Welcome back guys! Brian & Terry here with The Forest to Farm Project. Today we are going to take you through cleaning up the gigantic mess we made from clearing all the trees in the last post, haha.
One thing to keep in mind when you’re taking on a project like this; unless you are piling up the tree debris to burn, are hauling it yourself or paying someone to haul it off or have a gully to dump it into to let it rot away, you have to have somewhere to store it all until you can process it.
These photos are only a small portion of the debris we had piled up.
Throughout this initial clearing we gathered enough debris to line up 600 feet of debris nearly eight feet tall. Because we kept accumulating debris as we went, we kept climbing on top of piles and jumping on it to pack it down so we could add more to those piles. This was a horrible idea, hahaha. When we did this, it caused the limbs to spiderweb together and made it extremely difficult to pull them out when it came time to chip. Many people ask why we spend this time processing this debris. It’s full of great nutrients for your land. If nothing else, you can shoot the chips back out over the ground you’ve cleared and let it compost there. It will help make the soil fertile and turn into great topsoil. Many yards here in the south are hard red clay base. If you look where people have mulched around their houses and trees in their yards, the soil is super fertile soil over a foot deep that is full of worms. Wood chips can greatly enhance an area that is being worked hard.
One thing to remember with this kind of work, clearing trees is a lot of work. Chipping them up is a whole other animal. Have plenty of water on hand, especially if it’s a summer day. Be prepared to have your butt kicked, haha. If you’re doing much chipping of large/long debris, you’ll get scratches, bruises, and hit by limbs a few times.
If you’re paying someone by the hour to do this and you’re helping them, or you’re renting a chipper and doing it all yourself, be sure to allot more time than you think it will take. It’s a very involved, labor intensive, process. Just hauling the debris piles to the chipper will wear on you after hours of work.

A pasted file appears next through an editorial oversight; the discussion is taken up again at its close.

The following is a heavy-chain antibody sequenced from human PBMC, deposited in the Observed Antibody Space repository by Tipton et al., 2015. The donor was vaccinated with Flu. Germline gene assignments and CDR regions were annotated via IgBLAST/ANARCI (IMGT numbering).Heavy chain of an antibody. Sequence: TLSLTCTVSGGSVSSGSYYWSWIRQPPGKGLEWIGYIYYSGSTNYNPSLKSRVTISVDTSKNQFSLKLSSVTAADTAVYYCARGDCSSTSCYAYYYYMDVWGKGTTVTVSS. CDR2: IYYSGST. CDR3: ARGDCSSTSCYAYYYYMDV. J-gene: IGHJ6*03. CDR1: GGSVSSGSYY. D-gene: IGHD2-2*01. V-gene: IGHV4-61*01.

If you haven’t been doing much and then tackle something like this it will definitely take a toll on you. We had built up to it over a month or so of clearing trees, so we were used to long arduous days and it still wore us out running that chipper all day.
What’s amazing about chipping trees/debris is how little space it ends up taking up after everything is processed. You get less than a 1/3 the pile of what you started with. The, when it composts down, it’s even smaller. But it turns into a little pile of black gold as it fills up with grubs, worms, misc. bugs, and mycorrhizal fungi that process it down.
This photo is just one pile of chips we ended up with from the day of chipping. Once we moved them all into one pile, what started out as about 600 feet of debris was about 75 – 100 feet long, roughly 15 feet wide and about 12 feet tall. In an upcoming post, we’ll show you the different stages of woodchip decomposition and what the final product is like. If you already have an existing garden, you can spread it all out over that area and as it composts down it will become great soil that holds moisture while still draining off the excess. Once we get to establishing our gardens we will go into great detail on this process.
Coming up, we will take you through the operation of a wood chipper and also some chainsaw safety that could be very beneficial as you tackle your own projects. We hope you’ve enjoyed today’s post and come back soon! Thanks for stopping by!